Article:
Y'know how you see some patterns, and you're like, oh so easy!! but you go ahead and buy or trace-out or copy-as-exactly-as-possible anyway?
That's how I felt with this Tshirt pattern; top 106 from Burdastyle magazine 06/2011. I just liked the shape of it, exactly as it appeared in the magazine; the subtle kimono sleeve, the boxy looseness of it. So I hauled out the ol' tracing stuff and spread out the sheets and traced out this very very basic Tshirt/dress (you can make it a bit longer, and surprise! it is a dress! in true Burda magazine style, they elongate top patterns and give it a different number, making out it is a whole new pattern) even though all the while wondering that there was really nothing to it and maybe I was wasting my time and my tracing plastic. And my final thought; there really is nothing to it! Too easy!
However; made up, I am still enamoured of the cute shape and the very easy-to-wear and flattering kimono-sleeve. I will make this top up again, and properly next time. Because I admit it, this particular example is far from... well, gorgeous. To be honest, I think it is soon to become my bed-time attire, ... woooh, such a glamour puss, no?!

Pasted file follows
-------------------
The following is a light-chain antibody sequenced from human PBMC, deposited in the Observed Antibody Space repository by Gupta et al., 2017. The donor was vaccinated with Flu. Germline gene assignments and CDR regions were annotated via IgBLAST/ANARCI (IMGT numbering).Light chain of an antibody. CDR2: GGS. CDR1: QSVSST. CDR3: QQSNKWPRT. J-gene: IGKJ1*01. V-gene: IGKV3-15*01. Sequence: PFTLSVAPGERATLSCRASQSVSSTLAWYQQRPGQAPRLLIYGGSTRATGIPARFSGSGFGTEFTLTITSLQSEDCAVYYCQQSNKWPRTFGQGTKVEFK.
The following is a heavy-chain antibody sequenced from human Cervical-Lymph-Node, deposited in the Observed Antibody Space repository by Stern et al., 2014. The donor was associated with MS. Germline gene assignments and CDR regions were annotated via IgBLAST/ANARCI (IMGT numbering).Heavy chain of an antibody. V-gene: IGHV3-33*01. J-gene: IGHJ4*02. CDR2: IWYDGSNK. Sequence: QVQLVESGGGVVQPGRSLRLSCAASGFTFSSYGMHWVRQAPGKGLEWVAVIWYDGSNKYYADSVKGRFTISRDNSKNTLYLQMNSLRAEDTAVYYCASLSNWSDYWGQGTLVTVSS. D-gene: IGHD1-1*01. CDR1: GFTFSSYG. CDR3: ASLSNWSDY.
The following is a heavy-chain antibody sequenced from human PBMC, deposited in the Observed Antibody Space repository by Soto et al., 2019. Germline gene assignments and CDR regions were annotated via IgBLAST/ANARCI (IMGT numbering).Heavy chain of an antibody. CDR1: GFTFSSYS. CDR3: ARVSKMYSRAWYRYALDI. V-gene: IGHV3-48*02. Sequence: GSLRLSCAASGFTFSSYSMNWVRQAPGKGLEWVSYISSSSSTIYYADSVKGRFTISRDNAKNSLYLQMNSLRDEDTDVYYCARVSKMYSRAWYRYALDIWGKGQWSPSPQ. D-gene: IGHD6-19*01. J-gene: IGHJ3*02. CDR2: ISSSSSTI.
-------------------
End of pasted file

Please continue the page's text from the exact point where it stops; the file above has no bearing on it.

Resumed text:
But, here is my reasoning ... remember this sundress? (below right) It has been a hot weather staple for quite a few years and I have finally bid it adieu. The zip pull was finally paintless, the straps had come adrift and been reattached with zig-zagging (discreet, but still unacceptably visible upon close inspection) a couple of times each, and the fabric is ... old. I eventually realised it was not doing me any favours at all... But I still loooovee this colour, and there was plenty of fabric in the dress.
The thing with using old fabric for making new clothes is that; well obviously you are using old, and worn, and many times washed fabric, and usually that all shows and not to advantage either! Old fabric gets thin, stretched and mis-shapen in some parts of a garment and not others, and so has limited application for smart new items. But I still like to use old textiles as much as possible, saving the planet and so on and so on. Assuages the guilt of my eco-conscience, if you like.
The neckline of this Tshirt here is slightly higher and not-as-sharply-V as the pattern, and instead of facings for which surprisingly there was not enough fabric, I made bias strips to finish the neckline and sleeve edges. Since the original dress was cut on the bias, so the Tshirt is too. And it is a little shorter than the pattern stipulates, again due to fabric shortage. And even though this is just going to be a jammie top, the shoulder seams are flat-felled and the side seams are French seams. Well, one may as well practise where one can, right?
Top; Burdastyle magazine 06/2011, 106 modified slightly, chocolate brown bobbled and embroidered cotton, a refashion of a sundress also originally made by me
Trousers; (hmmm, these are getting pretty old too...) self-drafted, based on a pair of old jeans, of white linen, details here